Taking Back Europe in Valdas Papievis’s Novels
The novels of contemporary Lithuanian writer Valdas Papievis Eiti (To Go) and Odilė, arba oro uostų vienatvė (Odile, or the Solitude of Airports) – are two of the most successful variants of Lithuanian literature elicited by globalisation and the end of the Cold War. Not only because after the fall of the Iron Curtain that divided the West and the East and the declaration of Lithuania’s independence the author now lives and writes in Paris, but also due to the fact that his novels written in Lithuanian and describing contemporary Paris and Provence create topical and artistically mature narratives about the newest transformations of the European identity into an intermediate state.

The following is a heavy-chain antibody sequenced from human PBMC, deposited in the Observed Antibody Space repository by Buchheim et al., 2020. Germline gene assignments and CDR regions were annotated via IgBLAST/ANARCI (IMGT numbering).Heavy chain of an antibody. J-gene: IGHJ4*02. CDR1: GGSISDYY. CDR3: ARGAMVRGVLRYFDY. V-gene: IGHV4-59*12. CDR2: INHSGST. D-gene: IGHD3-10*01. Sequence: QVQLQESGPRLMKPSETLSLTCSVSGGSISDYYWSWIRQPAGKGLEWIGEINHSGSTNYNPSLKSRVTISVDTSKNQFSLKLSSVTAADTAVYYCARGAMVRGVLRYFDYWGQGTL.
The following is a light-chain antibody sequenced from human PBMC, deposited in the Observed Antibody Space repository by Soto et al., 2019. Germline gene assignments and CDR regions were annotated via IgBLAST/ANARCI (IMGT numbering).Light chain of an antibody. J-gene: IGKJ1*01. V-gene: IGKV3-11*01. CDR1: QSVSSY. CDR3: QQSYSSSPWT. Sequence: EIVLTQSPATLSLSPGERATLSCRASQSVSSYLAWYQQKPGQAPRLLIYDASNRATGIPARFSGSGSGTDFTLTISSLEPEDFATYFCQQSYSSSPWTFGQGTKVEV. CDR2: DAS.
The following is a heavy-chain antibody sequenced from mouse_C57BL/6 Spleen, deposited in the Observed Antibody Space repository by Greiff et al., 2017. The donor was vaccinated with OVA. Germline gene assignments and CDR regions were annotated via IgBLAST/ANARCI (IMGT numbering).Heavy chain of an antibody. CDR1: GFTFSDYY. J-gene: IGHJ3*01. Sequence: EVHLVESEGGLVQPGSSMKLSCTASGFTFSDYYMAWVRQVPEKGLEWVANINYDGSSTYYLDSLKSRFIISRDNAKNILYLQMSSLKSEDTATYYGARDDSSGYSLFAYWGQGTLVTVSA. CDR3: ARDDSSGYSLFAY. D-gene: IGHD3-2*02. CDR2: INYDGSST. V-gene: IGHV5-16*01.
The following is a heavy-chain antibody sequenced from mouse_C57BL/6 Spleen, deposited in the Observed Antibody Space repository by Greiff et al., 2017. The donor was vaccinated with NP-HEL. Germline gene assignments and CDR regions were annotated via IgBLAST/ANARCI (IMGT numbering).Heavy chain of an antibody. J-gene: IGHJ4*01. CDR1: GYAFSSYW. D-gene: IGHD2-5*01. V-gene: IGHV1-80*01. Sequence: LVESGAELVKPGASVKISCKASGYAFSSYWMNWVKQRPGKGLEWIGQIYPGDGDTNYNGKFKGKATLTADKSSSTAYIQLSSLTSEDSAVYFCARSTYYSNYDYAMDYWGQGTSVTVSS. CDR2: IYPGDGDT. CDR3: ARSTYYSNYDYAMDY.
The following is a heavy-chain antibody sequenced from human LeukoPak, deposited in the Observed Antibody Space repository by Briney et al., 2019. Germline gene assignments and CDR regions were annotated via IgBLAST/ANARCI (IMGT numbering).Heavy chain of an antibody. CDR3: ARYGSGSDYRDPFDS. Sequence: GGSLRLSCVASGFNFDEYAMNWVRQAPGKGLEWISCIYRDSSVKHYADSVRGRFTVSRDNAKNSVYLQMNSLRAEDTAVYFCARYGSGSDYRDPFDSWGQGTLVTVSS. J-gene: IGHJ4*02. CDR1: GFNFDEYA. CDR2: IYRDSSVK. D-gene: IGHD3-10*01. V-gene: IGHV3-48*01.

The article discusses the author’s uniquely romanticized tradition of existen tialism and emphasises the moments of Lithuanian and French communi ca tion that establish the three main motifs of an individual’s migration: home / to go / solitude, refining their existential and aesthetic meanings. The novels remind the reader that the forgotten natural and cosmic dimension of a human life is of no less importance than the social, historical and national environment determining it. The novels erase the ancient boundaries between the Eastern and Western European stereotypes; therefore, their French and Lithuanian origins are not noticeably in conflict, rather they merge into a common European memory, marked by sadness and disquietude.
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